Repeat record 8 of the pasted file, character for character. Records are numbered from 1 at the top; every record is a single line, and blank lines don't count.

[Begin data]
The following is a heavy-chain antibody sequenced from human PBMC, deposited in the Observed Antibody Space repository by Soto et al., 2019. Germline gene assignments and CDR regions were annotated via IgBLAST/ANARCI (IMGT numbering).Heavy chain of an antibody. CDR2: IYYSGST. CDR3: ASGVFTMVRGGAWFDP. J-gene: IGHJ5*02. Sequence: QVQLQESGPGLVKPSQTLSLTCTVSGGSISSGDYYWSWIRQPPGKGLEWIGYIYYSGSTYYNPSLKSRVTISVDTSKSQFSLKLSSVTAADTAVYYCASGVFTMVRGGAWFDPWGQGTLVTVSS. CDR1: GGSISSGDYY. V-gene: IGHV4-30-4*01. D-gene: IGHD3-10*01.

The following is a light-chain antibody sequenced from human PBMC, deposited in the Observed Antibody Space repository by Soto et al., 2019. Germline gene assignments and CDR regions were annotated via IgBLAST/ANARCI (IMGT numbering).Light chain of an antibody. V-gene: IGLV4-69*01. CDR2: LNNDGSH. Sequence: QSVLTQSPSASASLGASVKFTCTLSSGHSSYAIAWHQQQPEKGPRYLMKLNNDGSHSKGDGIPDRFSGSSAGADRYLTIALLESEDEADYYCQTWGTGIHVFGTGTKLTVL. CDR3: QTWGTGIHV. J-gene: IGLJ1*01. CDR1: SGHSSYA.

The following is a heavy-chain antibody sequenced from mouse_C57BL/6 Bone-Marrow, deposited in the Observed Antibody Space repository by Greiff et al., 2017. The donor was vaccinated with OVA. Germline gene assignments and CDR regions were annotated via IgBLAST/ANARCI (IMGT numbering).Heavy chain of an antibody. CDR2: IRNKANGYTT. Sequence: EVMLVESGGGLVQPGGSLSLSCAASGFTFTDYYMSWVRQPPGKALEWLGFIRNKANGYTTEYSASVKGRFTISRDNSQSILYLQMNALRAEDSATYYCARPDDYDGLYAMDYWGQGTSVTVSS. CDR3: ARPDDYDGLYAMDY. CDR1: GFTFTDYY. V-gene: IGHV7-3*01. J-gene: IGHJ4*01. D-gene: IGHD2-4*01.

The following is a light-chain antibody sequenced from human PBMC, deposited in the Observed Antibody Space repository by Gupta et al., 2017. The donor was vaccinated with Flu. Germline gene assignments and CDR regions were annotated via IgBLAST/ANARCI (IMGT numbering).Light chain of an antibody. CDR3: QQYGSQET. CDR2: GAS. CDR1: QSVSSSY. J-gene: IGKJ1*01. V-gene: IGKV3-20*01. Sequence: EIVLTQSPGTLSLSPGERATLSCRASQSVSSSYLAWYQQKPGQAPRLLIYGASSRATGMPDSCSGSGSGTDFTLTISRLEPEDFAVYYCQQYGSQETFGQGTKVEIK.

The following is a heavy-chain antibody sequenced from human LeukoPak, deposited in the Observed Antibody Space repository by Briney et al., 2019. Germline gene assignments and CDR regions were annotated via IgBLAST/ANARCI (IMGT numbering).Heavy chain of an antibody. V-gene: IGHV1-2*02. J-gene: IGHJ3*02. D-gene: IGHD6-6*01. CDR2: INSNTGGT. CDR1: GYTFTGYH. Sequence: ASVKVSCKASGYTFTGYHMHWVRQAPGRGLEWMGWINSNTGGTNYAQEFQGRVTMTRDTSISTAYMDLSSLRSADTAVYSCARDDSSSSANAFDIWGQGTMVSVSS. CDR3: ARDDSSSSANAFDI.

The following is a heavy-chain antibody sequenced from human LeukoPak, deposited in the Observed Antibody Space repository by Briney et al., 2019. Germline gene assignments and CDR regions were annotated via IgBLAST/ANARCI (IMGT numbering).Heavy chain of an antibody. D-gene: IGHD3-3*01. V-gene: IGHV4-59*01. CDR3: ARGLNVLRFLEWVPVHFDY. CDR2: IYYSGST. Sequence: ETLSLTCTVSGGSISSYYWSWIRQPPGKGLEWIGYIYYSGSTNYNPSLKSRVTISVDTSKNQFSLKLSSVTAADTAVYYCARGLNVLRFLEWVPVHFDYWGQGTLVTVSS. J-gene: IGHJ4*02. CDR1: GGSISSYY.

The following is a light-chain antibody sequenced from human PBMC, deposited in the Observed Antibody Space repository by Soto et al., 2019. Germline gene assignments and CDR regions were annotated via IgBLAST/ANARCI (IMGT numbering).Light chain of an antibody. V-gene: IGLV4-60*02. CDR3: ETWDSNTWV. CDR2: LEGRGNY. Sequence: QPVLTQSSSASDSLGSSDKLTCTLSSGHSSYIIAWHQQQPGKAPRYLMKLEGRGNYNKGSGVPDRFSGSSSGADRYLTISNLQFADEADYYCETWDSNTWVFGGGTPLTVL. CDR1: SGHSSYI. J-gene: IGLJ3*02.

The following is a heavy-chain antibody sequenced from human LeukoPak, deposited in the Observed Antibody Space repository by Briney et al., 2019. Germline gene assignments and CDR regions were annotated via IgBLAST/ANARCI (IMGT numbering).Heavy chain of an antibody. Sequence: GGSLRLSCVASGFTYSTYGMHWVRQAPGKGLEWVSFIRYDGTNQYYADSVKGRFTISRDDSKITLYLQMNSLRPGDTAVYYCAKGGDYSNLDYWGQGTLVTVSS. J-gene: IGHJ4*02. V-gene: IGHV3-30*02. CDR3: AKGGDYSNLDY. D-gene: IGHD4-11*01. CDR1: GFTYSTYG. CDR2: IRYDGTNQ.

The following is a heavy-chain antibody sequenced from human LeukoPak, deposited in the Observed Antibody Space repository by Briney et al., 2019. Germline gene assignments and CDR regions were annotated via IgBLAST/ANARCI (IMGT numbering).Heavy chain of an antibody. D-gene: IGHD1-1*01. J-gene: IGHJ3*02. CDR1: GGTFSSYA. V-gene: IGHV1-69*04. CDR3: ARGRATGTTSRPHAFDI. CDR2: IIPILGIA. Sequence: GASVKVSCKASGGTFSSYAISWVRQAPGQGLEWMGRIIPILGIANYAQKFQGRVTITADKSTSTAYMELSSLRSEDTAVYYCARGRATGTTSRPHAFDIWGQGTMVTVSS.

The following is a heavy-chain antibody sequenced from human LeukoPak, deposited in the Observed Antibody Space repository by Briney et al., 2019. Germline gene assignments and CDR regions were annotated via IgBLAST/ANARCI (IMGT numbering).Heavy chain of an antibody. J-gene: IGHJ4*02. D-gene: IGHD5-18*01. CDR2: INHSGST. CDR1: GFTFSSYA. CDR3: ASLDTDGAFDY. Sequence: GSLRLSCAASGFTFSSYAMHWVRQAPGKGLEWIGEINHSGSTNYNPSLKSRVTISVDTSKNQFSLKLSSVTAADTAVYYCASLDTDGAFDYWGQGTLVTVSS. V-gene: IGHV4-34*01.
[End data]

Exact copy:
The following is a heavy-chain antibody sequenced from human LeukoPak, deposited in the Observed Antibody Space repository by Briney et al., 2019. Germline gene assignments and CDR regions were annotated via IgBLAST/ANARCI (IMGT numbering).Heavy chain of an antibody. Sequence: GGSLRLSCVASGFTYSTYGMHWVRQAPGKGLEWVSFIRYDGTNQYYADSVKGRFTISRDDSKITLYLQMNSLRPGDTAVYYCAKGGDYSNLDYWGQGTLVTVSS. J-gene: IGHJ4*02. V-gene: IGHV3-30*02. CDR3: AKGGDYSNLDY. D-gene: IGHD4-11*01. CDR1: GFTYSTYG. CDR2: IRYDGTNQ.